Last night Veronika and I were at the table for a dinner of peanut butter and jelly sandwiches (I am considerably less creative with meal preparations than Dinka). As is often the case these days, she was quite chatty and was producing some creative sound combinations that are seldom heard in any language. I kept asking her, "What?" Eventually she started trying to repeat after me, which she is also getting quite good at lately. After a few tries, she produced an emphatic "WHAAAAT?" evocative of Dave Chappelle's impersonation of Lil Jon. For a moment I sat in stunned silence, almost as if I realized how awesome that moment was about to become. I had no choice but to respond: "YEEEEEEAAAAH!" Veronika lost it, completely cracking up. This is how it went for the next five minutes:
Then we started improvising a bit, at her cue:
Veronika: (more giggling)
Veronika: (even more giggling)
This was the best part of my week thus far.March 16, 2005 | Comments (1)
Before we moved out to Connecticut, I was a little worried about what winters would be like. From several states away, I had heard the New Yorkers bellowing about arctic temperatures and occasionally seen the city buried in snow on the news. Deep down, I secretly thought that there was no way that it could be worse than winters in Wisconsin, where I had spent most of my life, but I didn't dare say anything until I had experienced it for myself. I know this has been a warm winter and it's not yet over but I feel fairly confident in saying that southern New Englanders are wimps when it comes to dealing with winter conditions (notice that I said southern--I understand that winters in New Hampshire and Co. are for real). When the weatherman predicts snow, people chatter worriedly about it and prepare like a hurricane's on the way. We've only had a few real snows this year but anytime more than an inch falls, the whole town completely shuts down: schools close, restaurants are empty, no one goes to church, and the streets are as bare as Green Bay's during a Packer game. This is not a problem for me--I'm all for using every excuse to stay in and curl up next to the fire with a good book or movie--but let's not pretend that the weather really is so bad, at least not without our tongues firmly planted in cheek.
I don't have a problem with my fellow Connecticuters and New Yorkers until we are all forced to drive together in these winter conditions. The ability of a population in general to drive in snow, ice and everything in between is most likely a factor of how much they have to do it. In Wisconsin, this is a way of life for at least five months of the year; in the tri-state area, it happens less often than they'd like us to believe. Therefore, the people I encounter on a snowy commute home are less likely to be competent at handling the conditions, and therein lies the frustration. If, after only a couple of inches of snow, you find yourself driving a four-wheel drive SUV at 10 mph down an empty back road with your emergency flashers on, your knuckles white from gripping the steering wheel, you should probably just pull over, take a nap and wait for the snowplow to arrive. Either that or do like the rest of the area--check the forecast before doing anything and if there's even a remote chance of snow, board up the windows, stock up at the grocery store and prepare for a long winter's night.March 12, 2005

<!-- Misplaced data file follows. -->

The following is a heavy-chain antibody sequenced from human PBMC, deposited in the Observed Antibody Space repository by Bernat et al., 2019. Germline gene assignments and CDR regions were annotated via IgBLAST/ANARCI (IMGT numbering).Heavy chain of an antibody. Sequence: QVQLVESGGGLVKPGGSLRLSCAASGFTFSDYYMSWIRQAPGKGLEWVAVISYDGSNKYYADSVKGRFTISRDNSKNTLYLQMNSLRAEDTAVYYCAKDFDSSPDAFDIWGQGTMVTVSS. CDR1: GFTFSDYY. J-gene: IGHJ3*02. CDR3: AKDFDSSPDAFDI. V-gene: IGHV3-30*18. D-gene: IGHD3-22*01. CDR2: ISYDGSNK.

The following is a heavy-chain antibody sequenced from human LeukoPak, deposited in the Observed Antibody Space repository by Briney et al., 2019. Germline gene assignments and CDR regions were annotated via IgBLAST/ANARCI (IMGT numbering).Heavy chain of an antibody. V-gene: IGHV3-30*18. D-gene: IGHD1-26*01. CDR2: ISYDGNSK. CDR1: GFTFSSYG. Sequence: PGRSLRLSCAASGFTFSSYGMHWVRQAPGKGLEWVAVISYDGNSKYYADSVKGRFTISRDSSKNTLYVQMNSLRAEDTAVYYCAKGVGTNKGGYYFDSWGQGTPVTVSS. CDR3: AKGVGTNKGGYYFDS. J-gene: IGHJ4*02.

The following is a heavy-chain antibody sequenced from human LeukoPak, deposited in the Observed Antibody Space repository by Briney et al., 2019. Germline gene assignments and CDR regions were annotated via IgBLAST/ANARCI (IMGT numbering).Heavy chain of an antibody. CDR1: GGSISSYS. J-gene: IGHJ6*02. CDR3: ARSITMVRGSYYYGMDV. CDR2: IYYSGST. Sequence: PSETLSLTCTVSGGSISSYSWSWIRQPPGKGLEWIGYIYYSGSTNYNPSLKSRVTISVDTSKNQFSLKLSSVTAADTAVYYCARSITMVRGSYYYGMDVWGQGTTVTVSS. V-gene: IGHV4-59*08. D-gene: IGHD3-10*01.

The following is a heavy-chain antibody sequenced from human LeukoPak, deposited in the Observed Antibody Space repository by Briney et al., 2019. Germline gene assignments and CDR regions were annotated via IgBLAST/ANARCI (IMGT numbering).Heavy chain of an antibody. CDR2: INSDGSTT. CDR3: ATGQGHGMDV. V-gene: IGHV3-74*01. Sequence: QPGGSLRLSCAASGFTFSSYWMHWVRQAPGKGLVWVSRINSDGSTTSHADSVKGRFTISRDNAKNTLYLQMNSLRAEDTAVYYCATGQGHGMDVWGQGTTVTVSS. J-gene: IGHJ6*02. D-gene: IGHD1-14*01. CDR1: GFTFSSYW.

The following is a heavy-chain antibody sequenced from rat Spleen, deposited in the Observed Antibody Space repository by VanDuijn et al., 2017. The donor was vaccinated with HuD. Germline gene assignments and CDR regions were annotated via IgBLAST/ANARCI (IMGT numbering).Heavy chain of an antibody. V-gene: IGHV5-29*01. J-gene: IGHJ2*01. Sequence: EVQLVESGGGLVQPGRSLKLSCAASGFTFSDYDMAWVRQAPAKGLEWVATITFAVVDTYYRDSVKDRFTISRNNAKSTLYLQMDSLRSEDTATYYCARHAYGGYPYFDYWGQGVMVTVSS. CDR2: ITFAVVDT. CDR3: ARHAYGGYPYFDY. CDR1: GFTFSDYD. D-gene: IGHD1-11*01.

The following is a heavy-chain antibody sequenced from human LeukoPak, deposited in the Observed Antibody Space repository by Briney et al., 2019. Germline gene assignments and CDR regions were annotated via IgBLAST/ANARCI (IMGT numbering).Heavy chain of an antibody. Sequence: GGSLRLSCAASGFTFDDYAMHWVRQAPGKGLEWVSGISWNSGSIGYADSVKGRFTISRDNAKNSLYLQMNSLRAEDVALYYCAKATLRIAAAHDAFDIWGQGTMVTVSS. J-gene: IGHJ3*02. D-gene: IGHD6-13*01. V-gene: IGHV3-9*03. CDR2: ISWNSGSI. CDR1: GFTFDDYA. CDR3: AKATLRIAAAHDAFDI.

I realized recently that I am constantly gathering data about the little events in my life: my running times, my basketball stats, my morning and evening commute times, an RSI log, etc. I have data in Excel spreadsheets and MySQL databases, on clipboard charts and post-its on desks and monitors. I am always monitoring levels and tracking variables in order to determine a vague trend or chart progress. The immediate reason for keeping each of these sets of data is obvious but I wonder what deeper reason compels me to track everything so methodically. Have I been conditioned by my pseudo-engineer's background in science and math or unknowingly influenced by growing up in this information age? And to what larger end am I doing all of this? Will there be a moment at the end of my life when I will hand over all of my data for some ultimate analysis? (The response to this analysis would inevitably be 42.) Aren't the unquantifiable parts of life the only things worth tracking anyway?
Well, instead of doing the reasonable thing and just giving up this nonsense altogether, I have decided to apply this neurotic impulse to another endeavor in order to restore a little balance. Enter the Moleskine notebook (Volant Pocket Plain, to be specific), which I first heard of when Bill announced that he was carrying one on a trip to Italy. I ordered my first set a couple of weeks ago and I've been carrying one around ever since, filling a page or two now and then. The plan here is to begin capturing ideas instead of numbers, feelings instead of data. It's working out great so far. It's interesting what you find when you take a minute or two to explore an idea or impression in writing instead of merely lingering on the thought and moving on. I just hope I can keep it up. I'm sure the supercomputer will have a lot harder time processing these notebooks than plain old numbers.March 03, 2005